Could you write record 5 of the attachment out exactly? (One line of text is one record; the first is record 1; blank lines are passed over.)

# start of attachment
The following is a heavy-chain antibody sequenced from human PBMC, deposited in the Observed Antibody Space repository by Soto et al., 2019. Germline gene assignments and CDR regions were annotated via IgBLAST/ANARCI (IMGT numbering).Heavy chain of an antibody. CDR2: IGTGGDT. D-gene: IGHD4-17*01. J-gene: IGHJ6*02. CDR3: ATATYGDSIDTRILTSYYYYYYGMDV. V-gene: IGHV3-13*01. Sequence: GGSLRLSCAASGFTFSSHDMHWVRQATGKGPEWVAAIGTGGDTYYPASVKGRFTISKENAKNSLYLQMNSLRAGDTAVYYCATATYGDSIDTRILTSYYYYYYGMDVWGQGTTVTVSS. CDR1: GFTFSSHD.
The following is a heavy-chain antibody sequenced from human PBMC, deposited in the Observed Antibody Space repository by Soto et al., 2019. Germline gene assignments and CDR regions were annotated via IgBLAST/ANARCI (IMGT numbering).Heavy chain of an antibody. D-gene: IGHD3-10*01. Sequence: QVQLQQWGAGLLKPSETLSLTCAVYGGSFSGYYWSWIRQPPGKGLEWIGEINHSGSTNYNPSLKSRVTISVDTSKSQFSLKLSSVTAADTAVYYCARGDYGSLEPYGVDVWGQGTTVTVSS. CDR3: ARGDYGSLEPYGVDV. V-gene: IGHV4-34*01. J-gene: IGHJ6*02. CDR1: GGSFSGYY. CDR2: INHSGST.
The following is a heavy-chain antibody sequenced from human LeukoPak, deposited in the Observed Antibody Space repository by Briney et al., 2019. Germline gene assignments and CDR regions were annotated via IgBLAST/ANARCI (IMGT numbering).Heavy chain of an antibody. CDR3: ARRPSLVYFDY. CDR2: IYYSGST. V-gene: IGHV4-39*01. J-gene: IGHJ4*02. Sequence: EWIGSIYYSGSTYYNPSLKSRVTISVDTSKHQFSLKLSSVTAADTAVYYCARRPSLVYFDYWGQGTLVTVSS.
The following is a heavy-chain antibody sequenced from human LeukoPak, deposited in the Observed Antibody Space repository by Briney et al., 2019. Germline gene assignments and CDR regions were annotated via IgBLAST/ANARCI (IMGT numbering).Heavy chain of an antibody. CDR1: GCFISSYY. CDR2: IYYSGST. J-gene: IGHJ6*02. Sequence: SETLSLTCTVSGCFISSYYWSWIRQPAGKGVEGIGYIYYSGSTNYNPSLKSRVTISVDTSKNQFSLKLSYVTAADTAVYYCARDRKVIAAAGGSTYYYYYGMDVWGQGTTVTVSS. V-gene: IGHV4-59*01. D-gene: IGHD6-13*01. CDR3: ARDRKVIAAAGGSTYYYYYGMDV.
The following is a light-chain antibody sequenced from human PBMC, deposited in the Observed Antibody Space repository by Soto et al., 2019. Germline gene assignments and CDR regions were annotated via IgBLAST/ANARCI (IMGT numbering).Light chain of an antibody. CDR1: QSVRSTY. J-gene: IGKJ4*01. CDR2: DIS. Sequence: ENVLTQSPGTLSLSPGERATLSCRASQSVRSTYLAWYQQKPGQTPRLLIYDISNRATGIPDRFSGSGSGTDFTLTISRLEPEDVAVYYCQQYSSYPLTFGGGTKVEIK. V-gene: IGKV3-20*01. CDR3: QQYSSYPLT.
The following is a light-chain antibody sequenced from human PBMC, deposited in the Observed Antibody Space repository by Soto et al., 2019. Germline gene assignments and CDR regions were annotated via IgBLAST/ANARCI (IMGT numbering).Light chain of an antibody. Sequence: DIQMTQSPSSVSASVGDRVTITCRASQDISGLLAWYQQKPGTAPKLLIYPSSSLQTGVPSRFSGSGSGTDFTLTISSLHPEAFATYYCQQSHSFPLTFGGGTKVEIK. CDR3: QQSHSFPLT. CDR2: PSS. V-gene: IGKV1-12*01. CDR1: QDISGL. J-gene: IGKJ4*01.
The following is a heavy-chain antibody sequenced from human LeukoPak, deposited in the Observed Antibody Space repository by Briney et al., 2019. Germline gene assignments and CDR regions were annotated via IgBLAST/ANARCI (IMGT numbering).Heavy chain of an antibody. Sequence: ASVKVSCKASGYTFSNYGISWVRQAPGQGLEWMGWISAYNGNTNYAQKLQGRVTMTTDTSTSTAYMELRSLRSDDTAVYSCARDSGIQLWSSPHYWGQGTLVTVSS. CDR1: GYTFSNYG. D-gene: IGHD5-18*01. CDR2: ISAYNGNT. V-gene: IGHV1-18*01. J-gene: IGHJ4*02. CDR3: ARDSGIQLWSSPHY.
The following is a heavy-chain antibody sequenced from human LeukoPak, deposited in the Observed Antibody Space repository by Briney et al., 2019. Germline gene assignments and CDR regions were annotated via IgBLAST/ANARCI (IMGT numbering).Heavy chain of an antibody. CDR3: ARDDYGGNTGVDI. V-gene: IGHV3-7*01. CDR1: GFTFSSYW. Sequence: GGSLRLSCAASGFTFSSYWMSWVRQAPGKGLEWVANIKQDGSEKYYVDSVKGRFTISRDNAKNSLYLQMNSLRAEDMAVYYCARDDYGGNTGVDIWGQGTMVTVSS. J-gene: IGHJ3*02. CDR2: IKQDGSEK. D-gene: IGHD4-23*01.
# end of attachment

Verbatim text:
The following is a light-chain antibody sequenced from human PBMC, deposited in the Observed Antibody Space repository by Soto et al., 2019. Germline gene assignments and CDR regions were annotated via IgBLAST/ANARCI (IMGT numbering).Light chain of an antibody. CDR1: QSVRSTY. J-gene: IGKJ4*01. CDR2: DIS. Sequence: ENVLTQSPGTLSLSPGERATLSCRASQSVRSTYLAWYQQKPGQTPRLLIYDISNRATGIPDRFSGSGSGTDFTLTISRLEPEDVAVYYCQQYSSYPLTFGGGTKVEIK. V-gene: IGKV3-20*01. CDR3: QQYSSYPLT.